in·​tar·​sia | \ in-ˈtär-sē-ə How to pronounce intarsia (audio) \

Definition of intarsia

1 : a mosaic usually of wood fitted into a support also : the art or process of making such a mosaic
2 : a colored design knitted on both sides of a fabric

Examples of intarsia in a Sentence

Recent Examples on the Web Details include inside-out effect shoulder seams, and a silk intarsia inside-out effect label on the back. Joseph Deacetis, Forbes, 10 Dec. 2021 There was ample evidence of Mr. Browne’s fixation on techniques like quilting, cabling and intarsia and with turning garments inside-out (notably, a pair of sleeves worn as a bustle). New York Times, 7 Oct. 2020 Her intarsia top and legging combo made a clean palette for her bold accessories to pop. Edward Barsamian, Vogue, 24 May 2018 Matte-finish tiles were printed with motifs referencing centuries-old intarsia and majolica patterns, and designers liked the idea of using them in contemporary spaces. Washington Post, 13 Nov. 2019 Especially atmospheric is the Piazza delle Tre Chiese, three churches, one of which, San Francesco, has altars of polychrome intarsia. Frances Mayes, National Geographic, 11 July 2019 The collection plays into Gomez’s own aesthetic and ranges from a delicate lace slip skirt to a lilac hoodie to a sky blue bunny-rabbit intarsia sweater. Steff Yotka, Vogue, 14 Aug. 2018 Peau de soie, mikado, faille and lurex intarsia with shades of celadon blue and fruité red. Sarah Spellings, The Cut, 5 July 2018 Giant brushed-back wig hair and an unstructured celadon blue silk gown with intricate intarsia cape opened the 63-look show in that era’s exaggerated style. Washington Post, 4 July 2018 See More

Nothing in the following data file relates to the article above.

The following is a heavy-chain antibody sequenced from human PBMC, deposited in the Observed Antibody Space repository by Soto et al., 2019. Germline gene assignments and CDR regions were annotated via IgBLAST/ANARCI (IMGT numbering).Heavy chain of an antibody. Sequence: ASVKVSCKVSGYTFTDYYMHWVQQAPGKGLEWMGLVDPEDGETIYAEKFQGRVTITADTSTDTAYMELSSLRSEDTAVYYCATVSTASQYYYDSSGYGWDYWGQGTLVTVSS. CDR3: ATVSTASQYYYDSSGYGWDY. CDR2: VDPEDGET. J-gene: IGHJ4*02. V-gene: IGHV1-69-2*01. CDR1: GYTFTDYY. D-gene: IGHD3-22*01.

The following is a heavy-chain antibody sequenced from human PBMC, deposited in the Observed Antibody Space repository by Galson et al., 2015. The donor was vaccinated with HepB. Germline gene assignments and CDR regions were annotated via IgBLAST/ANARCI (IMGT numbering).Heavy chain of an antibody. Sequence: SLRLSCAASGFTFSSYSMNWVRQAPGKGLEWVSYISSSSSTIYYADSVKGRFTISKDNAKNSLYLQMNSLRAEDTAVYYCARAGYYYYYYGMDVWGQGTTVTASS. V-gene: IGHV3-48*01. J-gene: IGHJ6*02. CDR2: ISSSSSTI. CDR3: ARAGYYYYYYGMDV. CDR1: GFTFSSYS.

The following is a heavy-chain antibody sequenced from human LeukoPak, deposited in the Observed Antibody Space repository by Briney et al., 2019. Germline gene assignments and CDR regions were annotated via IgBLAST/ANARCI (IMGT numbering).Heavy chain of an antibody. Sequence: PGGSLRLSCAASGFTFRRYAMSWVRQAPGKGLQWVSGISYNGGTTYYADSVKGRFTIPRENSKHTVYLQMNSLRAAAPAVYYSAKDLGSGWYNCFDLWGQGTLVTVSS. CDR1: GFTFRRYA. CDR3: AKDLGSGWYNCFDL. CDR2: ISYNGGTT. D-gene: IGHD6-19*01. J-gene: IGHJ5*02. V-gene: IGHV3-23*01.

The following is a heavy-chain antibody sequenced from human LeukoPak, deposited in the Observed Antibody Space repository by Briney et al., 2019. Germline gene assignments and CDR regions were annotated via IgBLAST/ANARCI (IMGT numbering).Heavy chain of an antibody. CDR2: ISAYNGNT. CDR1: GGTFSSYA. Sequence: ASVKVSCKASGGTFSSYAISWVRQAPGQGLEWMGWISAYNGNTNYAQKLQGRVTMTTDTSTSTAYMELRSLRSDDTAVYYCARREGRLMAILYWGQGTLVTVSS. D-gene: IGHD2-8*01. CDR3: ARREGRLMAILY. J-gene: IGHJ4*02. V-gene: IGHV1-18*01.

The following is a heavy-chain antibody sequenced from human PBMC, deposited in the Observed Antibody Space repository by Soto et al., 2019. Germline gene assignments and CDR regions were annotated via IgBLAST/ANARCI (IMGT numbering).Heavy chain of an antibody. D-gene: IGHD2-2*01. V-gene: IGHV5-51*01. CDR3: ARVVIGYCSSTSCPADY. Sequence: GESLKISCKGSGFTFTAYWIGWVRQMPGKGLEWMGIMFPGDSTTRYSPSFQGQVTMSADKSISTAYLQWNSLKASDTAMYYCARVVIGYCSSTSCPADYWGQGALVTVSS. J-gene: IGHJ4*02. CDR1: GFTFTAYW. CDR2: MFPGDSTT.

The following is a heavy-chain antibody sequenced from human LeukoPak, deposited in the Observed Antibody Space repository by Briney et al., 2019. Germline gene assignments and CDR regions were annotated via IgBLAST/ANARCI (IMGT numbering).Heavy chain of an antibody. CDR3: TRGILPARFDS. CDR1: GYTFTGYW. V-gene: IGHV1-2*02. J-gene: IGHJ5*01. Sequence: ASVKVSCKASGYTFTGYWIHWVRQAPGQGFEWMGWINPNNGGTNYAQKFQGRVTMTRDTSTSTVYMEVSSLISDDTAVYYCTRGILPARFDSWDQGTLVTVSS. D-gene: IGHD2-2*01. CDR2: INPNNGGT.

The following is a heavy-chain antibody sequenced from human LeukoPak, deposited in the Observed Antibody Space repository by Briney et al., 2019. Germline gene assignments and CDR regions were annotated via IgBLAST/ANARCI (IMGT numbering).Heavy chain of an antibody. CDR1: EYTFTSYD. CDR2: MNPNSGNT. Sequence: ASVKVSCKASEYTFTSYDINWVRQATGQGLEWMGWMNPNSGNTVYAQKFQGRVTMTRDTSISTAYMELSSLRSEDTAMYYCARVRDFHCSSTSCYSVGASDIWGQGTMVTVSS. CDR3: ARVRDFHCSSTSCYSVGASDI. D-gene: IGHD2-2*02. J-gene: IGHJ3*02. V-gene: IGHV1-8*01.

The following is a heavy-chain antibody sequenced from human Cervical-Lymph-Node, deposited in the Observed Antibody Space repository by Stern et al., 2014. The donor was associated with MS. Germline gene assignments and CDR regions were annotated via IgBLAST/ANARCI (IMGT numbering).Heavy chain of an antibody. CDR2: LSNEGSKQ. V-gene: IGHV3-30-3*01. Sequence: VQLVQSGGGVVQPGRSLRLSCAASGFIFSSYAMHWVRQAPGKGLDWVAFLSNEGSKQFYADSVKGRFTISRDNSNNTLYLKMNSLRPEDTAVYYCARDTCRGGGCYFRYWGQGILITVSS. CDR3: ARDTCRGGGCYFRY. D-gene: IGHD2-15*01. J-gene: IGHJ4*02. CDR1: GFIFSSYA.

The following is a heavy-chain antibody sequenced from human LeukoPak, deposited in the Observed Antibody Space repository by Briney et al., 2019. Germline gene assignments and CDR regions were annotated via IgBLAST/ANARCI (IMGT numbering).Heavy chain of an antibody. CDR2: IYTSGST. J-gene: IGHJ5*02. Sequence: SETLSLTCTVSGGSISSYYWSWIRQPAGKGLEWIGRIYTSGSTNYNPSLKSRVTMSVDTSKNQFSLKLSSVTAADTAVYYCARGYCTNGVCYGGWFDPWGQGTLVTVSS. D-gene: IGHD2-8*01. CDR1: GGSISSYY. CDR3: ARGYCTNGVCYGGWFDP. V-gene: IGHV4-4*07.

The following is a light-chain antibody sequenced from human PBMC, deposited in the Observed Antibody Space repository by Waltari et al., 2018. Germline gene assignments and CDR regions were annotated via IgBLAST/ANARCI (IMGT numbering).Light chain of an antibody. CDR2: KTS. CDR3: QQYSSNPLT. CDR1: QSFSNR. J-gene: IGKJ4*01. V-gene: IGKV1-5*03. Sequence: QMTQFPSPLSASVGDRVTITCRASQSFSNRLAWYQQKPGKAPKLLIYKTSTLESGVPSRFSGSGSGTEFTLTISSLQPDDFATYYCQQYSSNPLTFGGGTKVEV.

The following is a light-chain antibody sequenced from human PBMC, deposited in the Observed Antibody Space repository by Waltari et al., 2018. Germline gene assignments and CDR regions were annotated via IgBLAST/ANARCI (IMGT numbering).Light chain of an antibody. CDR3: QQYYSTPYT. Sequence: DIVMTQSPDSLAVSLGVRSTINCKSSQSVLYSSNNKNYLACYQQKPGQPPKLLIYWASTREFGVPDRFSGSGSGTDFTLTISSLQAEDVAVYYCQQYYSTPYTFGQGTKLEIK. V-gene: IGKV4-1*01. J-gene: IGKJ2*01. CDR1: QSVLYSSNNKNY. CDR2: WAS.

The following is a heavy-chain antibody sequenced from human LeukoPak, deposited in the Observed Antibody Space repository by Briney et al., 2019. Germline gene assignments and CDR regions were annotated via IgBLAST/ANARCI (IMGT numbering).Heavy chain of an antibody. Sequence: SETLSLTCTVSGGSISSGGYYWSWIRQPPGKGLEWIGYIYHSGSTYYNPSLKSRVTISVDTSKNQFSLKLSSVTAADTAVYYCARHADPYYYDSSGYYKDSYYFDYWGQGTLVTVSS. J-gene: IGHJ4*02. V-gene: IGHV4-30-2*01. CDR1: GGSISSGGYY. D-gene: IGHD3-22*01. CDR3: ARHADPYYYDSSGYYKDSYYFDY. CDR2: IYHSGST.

These example sentences are selected automatically from various online news sources to reflect current usage of the word 'intarsia.' Views expressed in the examples do not represent the opinion of Merriam-Webster or its editors. Send us feedback.

First Known Use of intarsia

1867, in the meaning defined at sense 1

History and Etymology for intarsia

German, modification of Italian intarsio

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The first known use of intarsia was in 1867

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intangible assets



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Cite this Entry

“Intarsia.” Dictionary, Merriam-Webster, Accessed 3 Jul. 2022.

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